Ask the Wizard #351
What do you think of this strategy in roulette:
- Bet two units on black
- Bet one unit on the third column
The beauty of this strategy is there are 8 red numbers and 4 black numbers in the third column. Of the 16 red numbers, half are on columns 1 or 2 and half are on column 3. Let’s ignore the 0 and 00 for now. When the ball lands in red, 8 out of the 18 red numbers are in the third column. If the probability of winning is 8/18 and wins pay 2 to 1, I have a player advantage of 33.3%. Even if we average that with the bet on black with 0% house edge, again ignoring 0 and 00 for now, I still have a 16.7% player advantage. Mixing in the 0 and 00, isn’t my advantage (2/38)*-100% + (36/38)*16.7% = 10.53%! What do you think?
I agree that the conditional advantage of the third column bet is 33.3%, assuming the ball lands in red, and ignoring both zeroes. However, by the same logic, if the ball lands in black, the probability of the third column bet winning is 4/18 = 2/9. A bet with a 2/9 chance of winning that pays 2 to 1 would have a house advantage of 33.33%. So, looking at it your way, the third column bet would have a player advantage of 33.33% half the time and a house edge of 33.33% the other half. Cancelling each other out, that bet has 0% house edge. Finally, mix in the two zeros and the overall player edge is (2/38)*-100% + (36/38)*0% = -5.26%.
Looking at it another way, the following table shows the number of ways all possible outcomes can occur, the probability, units won, and the contribution to the return. The lower right cell shows an an expected loss of -0.105263 units. Divided by the two units bet, that comes to a house edge of 5.26%.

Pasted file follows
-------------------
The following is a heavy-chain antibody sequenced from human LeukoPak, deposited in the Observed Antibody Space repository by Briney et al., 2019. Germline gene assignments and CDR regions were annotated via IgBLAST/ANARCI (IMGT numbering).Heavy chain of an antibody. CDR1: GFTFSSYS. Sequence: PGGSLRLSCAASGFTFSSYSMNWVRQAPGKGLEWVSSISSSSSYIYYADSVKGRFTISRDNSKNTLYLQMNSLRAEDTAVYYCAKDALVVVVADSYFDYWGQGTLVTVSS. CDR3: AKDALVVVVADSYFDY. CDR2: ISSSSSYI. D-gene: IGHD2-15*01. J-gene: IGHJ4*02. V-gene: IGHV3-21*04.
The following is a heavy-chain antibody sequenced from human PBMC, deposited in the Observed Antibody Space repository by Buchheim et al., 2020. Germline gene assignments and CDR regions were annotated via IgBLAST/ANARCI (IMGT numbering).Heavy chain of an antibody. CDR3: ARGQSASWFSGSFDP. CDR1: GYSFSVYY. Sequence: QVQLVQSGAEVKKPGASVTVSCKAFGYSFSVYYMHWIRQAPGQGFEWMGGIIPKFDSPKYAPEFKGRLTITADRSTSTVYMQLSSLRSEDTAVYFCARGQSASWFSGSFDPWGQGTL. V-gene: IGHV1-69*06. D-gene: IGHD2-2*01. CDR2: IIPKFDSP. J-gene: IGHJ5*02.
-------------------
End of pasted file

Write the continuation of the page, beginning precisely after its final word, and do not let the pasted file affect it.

|Red & column 1 or 2||-2||10||0.263158||-0.526316|
|Red & column 3||1||8||0.210526||0.210526|
|Black & column 1 or 2||0||14||0.368421||0.000000|
|Black & column 3||3||4||0.105263||0.315789|
In Las Vegas casinos, the chip colors are well known for $100 and under, as follows:
- $1 = White or blue
- $5 = Red
- $25 = Green
- $100 = Black
My question is what are the colors for chips beyond $100?
Most casinos use purple for $500 and yellow for $1,000. Beyond that, things are not as standard. It is easy to say that orange and brown are popular, but not everybody follows that convention. Sometimes you see white and blue reemerge. You might say those colors were already used for $1 chips, but the chip sizes get bigger at a certain point, usually at $1,000. The following table shows what I do know.
|Green Valley Ranch||Brown|
|Golden Nugget||Red, white and blue|
I would like to thank Mdawg for his help with this question and the pictures.
This question is asked and discussed in my forum at Wizard of Vegas.
Did you see this video of a player who correctly called the flop, turn, and river in Texas Hold 'Em? What are the odds?
On the flop, the player calls out 8-9-10. Note that he doesn't specify the suits. All he knows is he folded a jack and queen. The number of ways an 8, 9, and 10 can appear on the flop is 4*4*4 = 64. There are 50 unknown cards left in the deck. The number of ways to choose three cards out of 50 is combin(50,3) = 19,600. So, the probability of getting the flop right was 64/19,600 = 1 in 306.25.
On the turn, there are 47 unknown cards left in the deck. He correctly guesses the four of spades, which had a 1 in 47 chance of being right.
On the river, there are 46 unknown cards left in the deck. He correctly guesses the two of hearts, which had a 1 in 46 chance of being right.
The probability of getting all three predictions right was (46/19600) × (1/47) × (1/46) = 1 in 662,113.
What do I personally think? Just dumb luck. I have seen incorrect predictions at the gambling tables all the time. Do you think anyone makes a YouTube video of the millions of incorrect predictions that were quickly forgotten? In other words, I'm underwhelmed.